Good Friday

Institution of the Lord’s Supper

22And as they were eating, he took bread, and after blessing it broke it and gave it to them, and said, “Take; this is my body.” 23And he took a cup, and when he had given thanks he gave it to them, and they all drank of it. 24And he said to them,  “This is my blood of the covenant, which is poured out for many. 25Truly, I say to you, I will not drink again of the fruit of the vine until that day when I drink it new in the kingdom of God.”

I heard a sermon this past Sunday. Although I didn’t understand much (the sermon being in Korean), one excellent point the pastor made was how Christ gave thanks for the bread and wine; symbols of his body and blood and also his pending death.  Although he did not go deeper in exposition on this point (or perhaps I couldn’t understand anymore)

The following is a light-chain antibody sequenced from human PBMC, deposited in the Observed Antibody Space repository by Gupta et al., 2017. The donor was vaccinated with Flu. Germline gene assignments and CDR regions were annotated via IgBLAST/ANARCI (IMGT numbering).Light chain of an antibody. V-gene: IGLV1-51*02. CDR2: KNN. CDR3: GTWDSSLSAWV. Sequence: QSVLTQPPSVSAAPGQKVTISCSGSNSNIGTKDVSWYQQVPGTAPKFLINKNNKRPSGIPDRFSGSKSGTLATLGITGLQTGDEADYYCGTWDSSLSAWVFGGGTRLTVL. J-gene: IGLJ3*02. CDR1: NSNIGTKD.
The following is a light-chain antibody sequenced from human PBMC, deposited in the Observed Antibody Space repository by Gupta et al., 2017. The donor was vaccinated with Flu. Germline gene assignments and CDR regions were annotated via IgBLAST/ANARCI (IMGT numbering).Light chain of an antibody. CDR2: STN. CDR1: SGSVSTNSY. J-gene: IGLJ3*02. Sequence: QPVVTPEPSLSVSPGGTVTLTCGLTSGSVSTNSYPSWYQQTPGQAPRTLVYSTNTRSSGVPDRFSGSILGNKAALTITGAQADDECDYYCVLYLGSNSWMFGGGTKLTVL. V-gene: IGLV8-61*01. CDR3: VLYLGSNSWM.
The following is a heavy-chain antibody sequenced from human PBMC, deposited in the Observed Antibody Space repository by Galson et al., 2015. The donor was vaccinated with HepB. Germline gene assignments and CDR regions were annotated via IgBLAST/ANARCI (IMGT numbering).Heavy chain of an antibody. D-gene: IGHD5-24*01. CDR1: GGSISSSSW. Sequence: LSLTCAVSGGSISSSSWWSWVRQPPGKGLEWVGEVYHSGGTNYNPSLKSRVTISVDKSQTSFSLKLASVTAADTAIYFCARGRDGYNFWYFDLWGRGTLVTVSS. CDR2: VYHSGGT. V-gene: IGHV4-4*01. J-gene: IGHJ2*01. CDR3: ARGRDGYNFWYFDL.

it was a point I pondered the rest of the day.

We usually associate thanks with a totally different holiday and what we are thankful for is often circumstantial and selfish. God knows how many times I thanked him when things have gone well in my life. Thanks for getting into school, finding a job, doing well on a test etc. Not sure why I should thank a God otherwise..

Christ’s giving thanks becomes all the more confusing when we realize his thanks related directly to his own death and suffering. In this act itself, we realize how God wishes to unravel selfishness in our own hearts by demonstrating a selflessness antithetical to our nature.  It becomes all the the more compelling, not because selflessness was a rule God merely mandated for us to follow, but because God actually showed us how to be selfless on the cross and gave thanks for it.

It truly is Good Friday, not for what good I could ever do and for this I give thanks.

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